Oklahoma Gov. David L. Boren, who a few months ago was considered a shoe-in for the Senate, was forced into a runoff Tuesday in one of the dirtiest campaigns in the state's history.
Boren, a former Rhodes scholar with conservative leanings, will face Ed Edmondson, a former congressman attempting a political comeback, in the Sept. 19 Democratic runoff.
In the only other major election Tuesday, former Alaska governor Walter Hickel held a narrow lead over Gov. Jay S. Hammond in that state's Republican gubernatorial primary, pictured as the most costly and confusing election since Alaska became a state.
The outcome will remain up in the air until absentee ballots are counted. With 364 of 403 precincts reporting Hickel, a former secretary of the interior, held a 565-vote lead, 26,031 to 25,466.
Both predicted victory yesterday.
"We estimate there'll probably be about 8,000 absentee ballots," said Lt. Gov. Lowell Thomas Jr., who serves as director of the state elections office. "And there could be as many as 5,000 questioned ballots as well - people who voted at the wrong precinct for one reason or another. It's going to be a week before we really get into that, so I think it'll be that long before we know who wins."
The race was a rematch for the two candidates, who faced one another in 1974. It also was an environmental referendum, with "boomer" Hickel pushing for opening up the Alaskan wilderness to further development, and "doomer" Hammond favoring a "go-slow" policy.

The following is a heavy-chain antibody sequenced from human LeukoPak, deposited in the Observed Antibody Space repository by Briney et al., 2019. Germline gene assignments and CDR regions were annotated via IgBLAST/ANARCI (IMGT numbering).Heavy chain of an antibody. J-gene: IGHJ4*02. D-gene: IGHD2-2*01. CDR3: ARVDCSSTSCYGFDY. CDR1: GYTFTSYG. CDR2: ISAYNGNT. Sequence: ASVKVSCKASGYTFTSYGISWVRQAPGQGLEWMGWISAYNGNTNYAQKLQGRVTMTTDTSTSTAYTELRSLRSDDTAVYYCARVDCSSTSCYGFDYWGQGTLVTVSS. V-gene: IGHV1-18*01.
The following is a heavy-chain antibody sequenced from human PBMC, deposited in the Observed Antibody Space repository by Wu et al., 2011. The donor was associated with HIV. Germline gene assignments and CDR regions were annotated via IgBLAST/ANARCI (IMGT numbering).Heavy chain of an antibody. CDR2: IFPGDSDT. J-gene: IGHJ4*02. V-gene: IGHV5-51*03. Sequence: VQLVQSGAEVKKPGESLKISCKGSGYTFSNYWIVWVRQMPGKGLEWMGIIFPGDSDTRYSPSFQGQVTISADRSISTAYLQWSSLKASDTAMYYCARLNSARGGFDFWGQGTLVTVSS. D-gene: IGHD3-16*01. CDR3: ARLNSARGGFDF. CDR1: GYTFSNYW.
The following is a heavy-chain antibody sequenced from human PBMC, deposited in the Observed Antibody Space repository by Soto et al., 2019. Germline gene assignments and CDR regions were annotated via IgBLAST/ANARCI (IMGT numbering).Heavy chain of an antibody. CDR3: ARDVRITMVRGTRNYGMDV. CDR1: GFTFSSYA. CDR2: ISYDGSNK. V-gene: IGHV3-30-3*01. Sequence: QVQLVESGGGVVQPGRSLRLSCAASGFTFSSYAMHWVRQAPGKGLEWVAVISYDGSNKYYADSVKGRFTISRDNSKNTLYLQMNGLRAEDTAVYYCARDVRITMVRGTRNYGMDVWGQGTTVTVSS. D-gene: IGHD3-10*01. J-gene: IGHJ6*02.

The Oklahoma Democratic primary, fouled by charges of homosexuality against Boren, ended on a bizarre note when a man stepped out of an election party crowd Tuesday night and fired a rusty pistol at Attorney General Larry Derryberry, a candidate for governor.
The pellets were loaded with red paint. Derryberry emerged soiled, but unhurt.
"I just wanted to show him I could kill him if I wanted to," said Kelly Spencer Ward, who was arrested.
Derryberry finished second in the race, with 37.8 percent of the vote. Lt. Gov. George Nigh collected about 50 percent and may narowly avoid a runoff, which is required in Oklahoma when the leading candidate fails to receive more than half the vote.
In the race to fill the seat being vacated by ailing Republican Sen. Dewey F. Bartlett, the Boren camp had hoped that charges of homosexuality against the popular 37-year-old governor would create a sympathetic backlash that would enable him to avoid a runoff.
Boren denounced the charges as "utterly ridiculous and categorically untrue."
Voters gave him a healthy margin over his two closest competitors - Edmondson, who has twice run unsuccessfully for the Senate, and state Sen. Gene Stipe, a colorful trial lawyer and power broker in the state - but not enough to avoid a runoff.
Edmondson is running as a traditional Democrat who "stands up for Democrats." He charges that Boren is a Republican disguised as a Democrat.
The winner of the runoff will face Republican Bob Kamm, a former president of Oklahoma State University, and four independent candidates on Nov. 7.
In other state races former Oklahoma University football star Ron Shotts easily won the Republican gubernatorial nominations, and Mike Synar, a real estate agent, upset two-term Democratic Rep. Ted Risenhover, who had been characterized as a Washington playboy.
Following are the winning candidates in Tuesday's congressional primaries in Oklahoma. Incumbents are indicated with an (I).